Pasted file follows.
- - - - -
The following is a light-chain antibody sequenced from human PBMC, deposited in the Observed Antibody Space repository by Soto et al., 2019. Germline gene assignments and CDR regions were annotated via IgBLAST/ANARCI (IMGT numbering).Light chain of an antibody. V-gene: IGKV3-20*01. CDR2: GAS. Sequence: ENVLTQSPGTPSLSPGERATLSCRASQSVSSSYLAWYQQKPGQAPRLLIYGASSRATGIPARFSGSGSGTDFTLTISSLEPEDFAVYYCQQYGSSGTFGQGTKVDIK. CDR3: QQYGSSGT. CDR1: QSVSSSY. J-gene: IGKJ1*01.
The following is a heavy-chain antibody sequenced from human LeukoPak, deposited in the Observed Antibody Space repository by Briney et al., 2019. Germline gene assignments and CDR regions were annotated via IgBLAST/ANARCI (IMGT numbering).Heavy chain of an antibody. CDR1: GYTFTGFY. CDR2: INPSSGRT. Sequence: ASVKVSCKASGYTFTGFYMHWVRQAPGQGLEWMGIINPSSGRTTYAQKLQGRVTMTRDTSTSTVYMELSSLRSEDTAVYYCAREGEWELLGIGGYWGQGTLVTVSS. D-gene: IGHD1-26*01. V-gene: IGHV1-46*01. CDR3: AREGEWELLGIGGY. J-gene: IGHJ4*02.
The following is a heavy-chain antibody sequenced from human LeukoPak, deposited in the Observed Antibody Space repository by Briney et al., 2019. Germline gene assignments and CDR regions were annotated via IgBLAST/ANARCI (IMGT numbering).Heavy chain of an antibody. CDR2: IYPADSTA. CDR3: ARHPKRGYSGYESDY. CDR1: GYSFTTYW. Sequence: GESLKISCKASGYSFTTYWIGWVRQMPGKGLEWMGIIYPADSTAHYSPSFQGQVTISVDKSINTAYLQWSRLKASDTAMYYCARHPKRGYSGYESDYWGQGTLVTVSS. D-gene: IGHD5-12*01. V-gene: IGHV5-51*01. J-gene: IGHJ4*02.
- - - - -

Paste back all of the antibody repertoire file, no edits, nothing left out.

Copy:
The following is a light-chain antibody sequenced from human PBMC, deposited in the Observed Antibody Space repository by Soto et al., 2019. Germline gene assignments and CDR regions were annotated via IgBLAST/ANARCI (IMGT numbering).Light chain of an antibody. V-gene: IGKV3-20*01. CDR2: GAS. Sequence: ENVLTQSPGTPSLSPGERATLSCRASQSVSSSYLAWYQQKPGQAPRLLIYGASSRATGIPARFSGSGSGTDFTLTISSLEPEDFAVYYCQQYGSSGTFGQGTKVDIK. CDR3: QQYGSSGT. CDR1: QSVSSSY. J-gene: IGKJ1*01.
The following is a heavy-chain antibody sequenced from human LeukoPak, deposited in the Observed Antibody Space repository by Briney et al., 2019. Germline gene assignments and CDR regions were annotated via IgBLAST/ANARCI (IMGT numbering).Heavy chain of an antibody. CDR1: GYTFTGFY. CDR2: INPSSGRT. Sequence: ASVKVSCKASGYTFTGFYMHWVRQAPGQGLEWMGIINPSSGRTTYAQKLQGRVTMTRDTSTSTVYMELSSLRSEDTAVYYCAREGEWELLGIGGYWGQGTLVTVSS. D-gene: IGHD1-26*01. V-gene: IGHV1-46*01. CDR3: AREGEWELLGIGGY. J-gene: IGHJ4*02.
The following is a heavy-chain antibody sequenced from human LeukoPak, deposited in the Observed Antibody Space repository by Briney et al., 2019. Germline gene assignments and CDR regions were annotated via IgBLAST/ANARCI (IMGT numbering).Heavy chain of an antibody. CDR2: IYPADSTA. CDR3: ARHPKRGYSGYESDY. CDR1: GYSFTTYW. Sequence: GESLKISCKASGYSFTTYWIGWVRQMPGKGLEWMGIIYPADSTAHYSPSFQGQVTISVDKSINTAYLQWSRLKASDTAMYYCARHPKRGYSGYESDYWGQGTLVTVSS. D-gene: IGHD5-12*01. V-gene: IGHV5-51*01. J-gene: IGHJ4*02.